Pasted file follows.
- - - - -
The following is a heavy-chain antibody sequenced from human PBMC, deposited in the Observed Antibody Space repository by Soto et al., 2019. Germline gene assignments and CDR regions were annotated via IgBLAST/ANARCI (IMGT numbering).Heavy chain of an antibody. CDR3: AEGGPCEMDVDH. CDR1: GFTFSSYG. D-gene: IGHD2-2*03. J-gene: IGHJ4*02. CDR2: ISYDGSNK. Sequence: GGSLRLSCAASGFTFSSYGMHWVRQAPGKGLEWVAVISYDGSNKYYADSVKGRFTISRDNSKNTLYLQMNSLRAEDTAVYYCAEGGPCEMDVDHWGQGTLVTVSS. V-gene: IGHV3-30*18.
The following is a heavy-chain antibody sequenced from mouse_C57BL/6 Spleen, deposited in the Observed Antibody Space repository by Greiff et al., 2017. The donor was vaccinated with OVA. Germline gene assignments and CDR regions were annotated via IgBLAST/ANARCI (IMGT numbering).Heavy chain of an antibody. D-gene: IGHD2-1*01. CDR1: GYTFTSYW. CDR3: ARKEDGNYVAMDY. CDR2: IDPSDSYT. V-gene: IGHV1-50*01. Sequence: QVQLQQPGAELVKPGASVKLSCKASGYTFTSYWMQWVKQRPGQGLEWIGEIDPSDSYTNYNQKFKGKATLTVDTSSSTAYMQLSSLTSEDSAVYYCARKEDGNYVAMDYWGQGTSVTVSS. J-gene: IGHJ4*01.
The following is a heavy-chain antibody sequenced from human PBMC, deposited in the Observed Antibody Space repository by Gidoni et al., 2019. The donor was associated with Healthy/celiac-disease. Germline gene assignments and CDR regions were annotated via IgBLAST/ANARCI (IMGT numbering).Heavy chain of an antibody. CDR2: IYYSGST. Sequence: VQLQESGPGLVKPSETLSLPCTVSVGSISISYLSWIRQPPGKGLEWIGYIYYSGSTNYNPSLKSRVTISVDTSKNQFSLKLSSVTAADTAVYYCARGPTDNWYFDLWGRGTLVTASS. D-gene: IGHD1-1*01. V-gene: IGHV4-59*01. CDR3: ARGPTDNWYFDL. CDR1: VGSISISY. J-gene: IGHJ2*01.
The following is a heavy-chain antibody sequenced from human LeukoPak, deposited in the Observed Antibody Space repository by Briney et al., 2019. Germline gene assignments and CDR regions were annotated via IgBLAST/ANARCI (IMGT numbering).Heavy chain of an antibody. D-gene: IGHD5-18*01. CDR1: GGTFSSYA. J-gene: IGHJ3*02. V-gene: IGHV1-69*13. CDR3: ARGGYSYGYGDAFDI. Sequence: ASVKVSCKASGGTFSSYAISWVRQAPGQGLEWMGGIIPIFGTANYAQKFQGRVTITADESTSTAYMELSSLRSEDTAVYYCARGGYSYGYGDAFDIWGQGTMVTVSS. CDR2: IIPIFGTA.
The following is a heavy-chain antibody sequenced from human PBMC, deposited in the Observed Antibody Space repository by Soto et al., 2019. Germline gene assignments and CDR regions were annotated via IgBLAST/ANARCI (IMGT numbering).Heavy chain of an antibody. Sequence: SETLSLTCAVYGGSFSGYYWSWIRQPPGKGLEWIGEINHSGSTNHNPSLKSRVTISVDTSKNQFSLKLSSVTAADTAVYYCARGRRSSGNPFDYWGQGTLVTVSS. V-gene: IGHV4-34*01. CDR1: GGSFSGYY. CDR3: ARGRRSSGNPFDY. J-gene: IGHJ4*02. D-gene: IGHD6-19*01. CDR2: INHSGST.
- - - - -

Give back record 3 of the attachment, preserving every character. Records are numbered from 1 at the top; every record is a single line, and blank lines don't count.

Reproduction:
The following is a heavy-chain antibody sequenced from human PBMC, deposited in the Observed Antibody Space repository by Gidoni et al., 2019. The donor was associated with Healthy/celiac-disease. Germline gene assignments and CDR regions were annotated via IgBLAST/ANARCI (IMGT numbering).Heavy chain of an antibody. CDR2: IYYSGST. Sequence: VQLQESGPGLVKPSETLSLPCTVSVGSISISYLSWIRQPPGKGLEWIGYIYYSGSTNYNPSLKSRVTISVDTSKNQFSLKLSSVTAADTAVYYCARGPTDNWYFDLWGRGTLVTASS. D-gene: IGHD1-1*01. V-gene: IGHV4-59*01. CDR3: ARGPTDNWYFDL. CDR1: VGSISISY. J-gene: IGHJ2*01.